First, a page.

# How to measure classifier performance

Classification is a type of supervised machine learning problem where the goal is to predict the class or category of an input instance based on a set of features or attributes. In a classification problem, the target variable (i.e., the variable we want to predict) is categorical, meaning that it can take on a discrete set of values or labels.

There are two main types of classification problems: binary classification and multi-class classification.

Binary classification involves predicting one of two possible classes or labels, such as “spam” or “not spam”, “fraudulent” or “non-fraudulent”, or “positive” or “negative”. The goal of binary classification is to learn a model that can accurately distinguish between these two classes based on a set of input features.

Multi-class classification, on the other hand, involves predicting one of three or more possible classes or labels. For example, a multi-class classification problem might involve predicting the species of a plant based on its characteristics, with the possible classes being “rose”, “daisy”, “lily”, and so on.

Multi-class classification can be further divided into two subtypes: “exclusive” and “non-exclusive”. In exclusive multi-class classification, each instance can belong to only one class, while in non-exclusive multi-class classification, each instance can belong to multiple classes at the same time.

# Metrics

There are several metrics commonly used to evaluate the performance of classification models.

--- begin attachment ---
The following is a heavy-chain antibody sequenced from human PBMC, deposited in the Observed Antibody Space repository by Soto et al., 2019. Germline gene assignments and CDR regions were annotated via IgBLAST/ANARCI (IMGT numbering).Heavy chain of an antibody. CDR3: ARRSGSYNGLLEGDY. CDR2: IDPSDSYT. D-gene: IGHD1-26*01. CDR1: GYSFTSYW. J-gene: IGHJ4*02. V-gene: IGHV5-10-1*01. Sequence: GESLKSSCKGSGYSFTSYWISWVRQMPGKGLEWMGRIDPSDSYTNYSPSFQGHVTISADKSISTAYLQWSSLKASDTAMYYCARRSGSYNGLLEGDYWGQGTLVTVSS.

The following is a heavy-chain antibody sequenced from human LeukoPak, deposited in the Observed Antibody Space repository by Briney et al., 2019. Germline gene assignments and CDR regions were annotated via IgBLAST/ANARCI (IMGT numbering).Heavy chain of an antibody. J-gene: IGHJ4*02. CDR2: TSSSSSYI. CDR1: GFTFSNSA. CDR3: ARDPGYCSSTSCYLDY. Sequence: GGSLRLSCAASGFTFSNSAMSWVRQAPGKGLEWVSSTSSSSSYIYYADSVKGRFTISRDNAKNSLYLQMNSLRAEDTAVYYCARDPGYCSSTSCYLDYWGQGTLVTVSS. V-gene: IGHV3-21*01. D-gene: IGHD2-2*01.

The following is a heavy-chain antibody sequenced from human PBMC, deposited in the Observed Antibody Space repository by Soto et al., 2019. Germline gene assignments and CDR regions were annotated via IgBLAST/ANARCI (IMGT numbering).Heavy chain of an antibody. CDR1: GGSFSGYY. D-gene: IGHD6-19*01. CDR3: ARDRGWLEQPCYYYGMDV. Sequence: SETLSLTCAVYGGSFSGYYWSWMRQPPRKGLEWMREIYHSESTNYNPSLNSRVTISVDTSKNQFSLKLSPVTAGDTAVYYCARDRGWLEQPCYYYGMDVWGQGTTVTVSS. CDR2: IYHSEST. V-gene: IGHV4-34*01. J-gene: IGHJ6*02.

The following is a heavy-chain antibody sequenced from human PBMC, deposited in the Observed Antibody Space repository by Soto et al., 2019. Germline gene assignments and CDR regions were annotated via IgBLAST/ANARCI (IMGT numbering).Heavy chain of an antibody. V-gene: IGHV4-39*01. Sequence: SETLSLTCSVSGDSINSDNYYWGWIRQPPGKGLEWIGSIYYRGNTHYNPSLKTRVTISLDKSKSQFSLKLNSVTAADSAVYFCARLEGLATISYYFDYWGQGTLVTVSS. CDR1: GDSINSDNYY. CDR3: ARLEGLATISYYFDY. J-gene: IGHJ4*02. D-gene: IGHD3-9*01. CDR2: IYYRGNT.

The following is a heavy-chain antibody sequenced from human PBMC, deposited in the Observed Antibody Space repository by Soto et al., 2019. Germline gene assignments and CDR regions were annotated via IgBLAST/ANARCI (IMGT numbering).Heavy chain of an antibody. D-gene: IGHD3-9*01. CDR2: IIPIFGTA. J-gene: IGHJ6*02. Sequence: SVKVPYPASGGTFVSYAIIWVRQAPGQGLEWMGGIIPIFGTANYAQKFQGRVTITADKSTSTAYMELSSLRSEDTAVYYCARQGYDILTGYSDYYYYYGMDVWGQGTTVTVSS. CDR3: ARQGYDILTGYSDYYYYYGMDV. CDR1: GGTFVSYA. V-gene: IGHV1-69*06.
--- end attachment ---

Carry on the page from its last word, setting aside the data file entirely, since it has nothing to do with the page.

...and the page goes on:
**Accuracy:**This measures the proportion of correct predictions made by the model, i.e., the number of true positives and true negatives divided by the total number of instances in the dataset.**Precision:**This measures the proportion of true positive predictions (i.e., the number of correct positive predictions) among all positive predictions made by the model. High precision means that the model makes few false positive predictions.**Recall:**This measures the proportion of true positive predictions among all actual positive instances in the dataset. High recall means that the model makes few false negative predictions.**F1 score:**This is the harmonic mean of precision and recall, and is a single number that combines both metrics. It is often used in situations where both precision and recall are important.**The area under the receiver operating characteristic curve (AUC-ROC):**This is a measure of how well the model can distinguish between positive and negative instances. It plots the true positive rate (recall) against the false positive rate, and the AUC-ROC score is the area under this curve. A score of 0.5 indicates that the model is no better than random, while a score of 1 indicates perfect performance.**Confusion matrix:**This is a table that shows the number of true positives, true negatives, false positives, and false negatives made by the model. It is a useful tool for visualizing the performance of the model and identifying areas for improvement.

# More about F1-Score